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A myth understanding

by | May 9, 2024 | Opinion

In the South, we believed with all of our hearts what we were told when we were children.

Even if it was wrong.

In the 1960s, the RCA color console TV my family had on Beech Street in Ashdown, Arkansas, could make you go blind.

It could if you believed what our mom told us.

Mom: “Scoot back from that television. If you sit too close, it’ll make your eyes stick on blurry, and eventually, you’ll go blind.”

Me: “Really? Cool.”

Never mind the fact that I was watching the Three Stooges and learning how to poke my sister and cousins in the eyes using just two fingers on one hand.

But the, “You’ll go blind if you sit too close to the TV,” story was cool enough that you just had to believe it. So, we scooted back from the television.

Until mom left the room.

Other things we were told as kids that turned out to be less-than-reliable information included, “Don’t swallow your gum. It’ll stay in your stomach forever.”

Now, information like this gives you new goals when you’re a youngster. I mean, thoughts of the size of a wad of gum lead to questions of how many of those wads it’ll take to completely fill your stomach.

I had no thoughts about why that was a bad idea, just thoughts of how many of those wads of gum I could consume, and whether I could swallow more than my sibling or best buddies.

These are the things that occupy your mind while you’re lying in bed at night. While your mom’s in the other room wondering whether you’ll be an astronaut or whether the TV blindness will set in before then.

Of course, every smart kid knew that if you started to lose your vision from sitting too close to Moe, Larry, and Curly, all you had to do was eat carrots.

Lots of carrots.

If you listened to what your mom told you, even half the time, you’d hear the bit about carrots. Eat a lot of them and your vision would improve.

So, logic would dictate that if you ate a whole, whole, lot of them, you’d have super vision. Even better than Superman. That gave you some comfort that at least one of your out-of-line behaviors could be reversed.

Now, maybe mom knew that gum did not stay in your stomach forever, but the truth about knuckle cracking causing your fingers to get stuck in place may not have been as transparently obvious.

Mom: “After you back away from the television, stop swallowing your gum, and finish those three bags of carrots, I want you to quit cracking your knuckles. Your fingers will lock in place and you’ll never be able to bend them again.”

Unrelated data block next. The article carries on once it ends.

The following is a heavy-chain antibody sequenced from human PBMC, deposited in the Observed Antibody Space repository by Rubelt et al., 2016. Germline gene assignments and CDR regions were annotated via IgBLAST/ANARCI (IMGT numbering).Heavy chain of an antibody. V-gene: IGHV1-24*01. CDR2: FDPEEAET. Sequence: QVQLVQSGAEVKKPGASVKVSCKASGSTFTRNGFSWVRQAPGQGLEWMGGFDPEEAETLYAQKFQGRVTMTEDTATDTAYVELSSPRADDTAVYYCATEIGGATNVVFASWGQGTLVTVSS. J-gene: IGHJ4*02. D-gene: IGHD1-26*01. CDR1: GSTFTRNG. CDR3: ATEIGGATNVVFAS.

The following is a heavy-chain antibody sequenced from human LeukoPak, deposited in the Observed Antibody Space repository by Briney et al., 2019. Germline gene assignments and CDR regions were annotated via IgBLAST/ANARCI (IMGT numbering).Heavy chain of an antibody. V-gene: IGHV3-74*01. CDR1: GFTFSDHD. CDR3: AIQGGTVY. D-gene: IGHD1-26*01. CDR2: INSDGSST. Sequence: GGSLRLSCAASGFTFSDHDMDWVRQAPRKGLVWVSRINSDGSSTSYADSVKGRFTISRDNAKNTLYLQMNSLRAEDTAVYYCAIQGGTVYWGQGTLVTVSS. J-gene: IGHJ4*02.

Me: “Really? Cool.”

Mom: “I’m serious. And, on top of that, you’ll get arthritis in your knuckles.”

Me: “Then what?”

Mom: “Your fingers will lock in place and you’ll never be able to bend them again.”

Me: “How does that happen two times?”

Dad: “Don’t argue with your mom, or I’ll send you into next week.”

It was at this point that I had confirmation that time travel was possible.

Sure, I’d seen it in the movies, but to actually have a family member claim they could control the actual fabric of time, and my position in it, was impressive.

Turned out, dad’s comment had nothing to do with time travel at all. I shouldn’t have asked for clarification.

Asking dad for clarification may not have been advisable, but listening intently to his claims was. Because often, his claims had to do with animals or insects.

Dad: “The average person swallows 10 bugs a year. Seven of those are spiders.”

Me: “Really? Cool.”

I did ask for clarification on how I could swallow 10 bugs a year, with seven of those being spiders, and not notice it.

Dad: “Because they crawl into your mouth when it’s open at night.”

Me: “Really? Not cool.”

 This information presented a problem. How does one make sure your mouth is not open when you’re sleeping?

I considered Scotch Tape. But a brief experiment showed that as good as that tape seemed to work on Christmas presents and other items in the Scotch Tape TV ads, the sweat and oils from your skin prevented it from holding your mouth closed.

My conclusion was that I was going to be eating 10 bugs a year, with seven of them being spiders.

I just hoped that spiders like gum and carrots.

Another thing I was told as a kid was that your tongue had different sections on it for specific tastes. In other words, there was a section for sweet, one for salty, one for bitter, one for spicy, etcetera, etcetera.

Another reason to lie awake at night had to do with not waiting for pizza to cool off before you took a bite. After I burned the roof of my mouth into oblivion, I moved the pizza to my tongue, which also suffered damage. My hope was that I’d burned off the part of my tongue that tasted bitter, and maybe that’s the spot where the spiders would hit when they crawled into my mouth. No loss that way.

When you grow up and find out that a lot of what you were told as a kid isn’t true, it’s disheartening.

Next thing you know, someone will tell me that quicksand isn’t nearly the risk that the Tarzan movies made it out to be.

Enjoying this column? Want to read more like this? Support your local community newspaper, subscribe to The Princeton Herald today!

By John Moore | thecountrywriter.com

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